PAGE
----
Authenticity vs integrity

Most people do not use the terms “authenticity” and “integrity” as synonyms, but the differences between the two concepts as used in security research differ in varied and often confusing ways. A message is authentic when its origin claim is true: e.g., a painting is authentic if when it says “I was painted by Picasso”, then it was really painted by Picasso. Integrity usually means that the message was not altered in transfer: e.g., the integrity of a painting can be destroyed if it is changed in restoration. The integrity of a voting ballot can be destroyed if the tamper protections on it are damaged, since we cannot be sure any more whether the vote was altered or not. Some people call the process of establishing authenticity “entity authentication”, and the process of establishing integrity “message authentication”. Both processes require that something that we observe (e.g. a painting) allows us to draw conclusions about something that we cannot observe (who made the painting). Deriving what is unobservable from what is observable is a formidable logical task: in a sense, both science and religion are can be viewed as methods for authentication. More about this later.

Secrecy vs confidentiality

The terms “secrecy” and “confidentiality” are also used in subtly different ways, but they both express restrictions on some undesired information flows. E.g., a medical file is confidential, in the sense that its contents can only be disclosed to the patient and to the physician, although everyone knows that the file surely exists; an intelligence file about a suspect is secret, in the sense that even its existence cannot be disclosed. To make it more complicated, even the term “privacy” is often used in related senses: e.g.,  contrast a private ceremony with a secret ceremony.

Think about concepts, not words

Without the formal definitions, the security terminology is used freely and imprecisely in everyday life, and there is nothing wrong with that. In security research, though, it is useful to fix some definitions, to assign some words to some concepts, and to stick with them even if other people may use the words differently. Our goal is not to study the ways people use the words “confidentiality” and “integrity”, but to understand and develop some methods to restrict the undesired data flows, and to establish the desired data flows.

So lets stick with the taxonomy of the security concepts, proposed in this post.


In many security courses and overviews, you will encounter the CIA triad, referring to Confidentiality, Integrity and Availability. This triad consists of three of the four basic security concepts that we spelled out in SecSci taxonomy. They are displayed on a triangle, clarified by examples, and often related with other concepts, such as trustworthiness or reliability, assumed to be intuitively clearer than confidentiality, integrity. or availability. Students often wonder why are these three more important, and whether there might be other important security properties that we still didn’t encounter, and some authors extend the triad by their favorites, such as Non-repudiation, so that CIA becomes CIAN. Then the students ask whether there might still other important security properties, and there is no obvious reason why the list should ever end.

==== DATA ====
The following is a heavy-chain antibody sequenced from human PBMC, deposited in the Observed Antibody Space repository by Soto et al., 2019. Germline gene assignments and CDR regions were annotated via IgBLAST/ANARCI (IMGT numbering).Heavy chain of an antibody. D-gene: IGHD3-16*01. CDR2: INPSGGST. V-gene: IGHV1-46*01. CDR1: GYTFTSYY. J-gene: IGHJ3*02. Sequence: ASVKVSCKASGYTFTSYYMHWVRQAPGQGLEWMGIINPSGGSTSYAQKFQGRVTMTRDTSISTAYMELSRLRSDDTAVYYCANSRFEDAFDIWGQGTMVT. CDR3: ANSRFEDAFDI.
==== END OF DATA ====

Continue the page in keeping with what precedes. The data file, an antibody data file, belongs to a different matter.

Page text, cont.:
The taxonomy above can be viewed as the triad extended by Authorization, so that CIA became CIAA. What is the point of that? Well, if security research is concerned with what-you-know (information) or what-you-have (resources), and its goals are either to prevent bad things or to provide good things, then there are just 4 security goals: Confidentiality and Integrity of what-you-know, and Authorization and Availability of what-you-have. And you know that the CIAA list is complete and exhaustive, and that any imaginable security must be a combination of those 4.

Spelling out the informal security concepts and the principles tried out in practice has been a useful and important strategy in the engineering approach to security, where we gather experience to build better and better systems. But a scientific approach to security, necessary for dealing with systems that combine engineered and natural processes, requires that we precisely define the subject of our science. To do that, we need an exhaustive list of security properties: a taxonomy which covers not only the properties that we have encountered, but also the properties that we have not yet thought about, but may encounter in the future. The good-things/bad-things taxonomy seems like a good candiate for that purpose. It played a similar role in software science, so maybe it will get us ahead in security science as well.

So whenever you encounter the CIA triad, then either expand it to CIAA, or maybe even ignore the whole thing.

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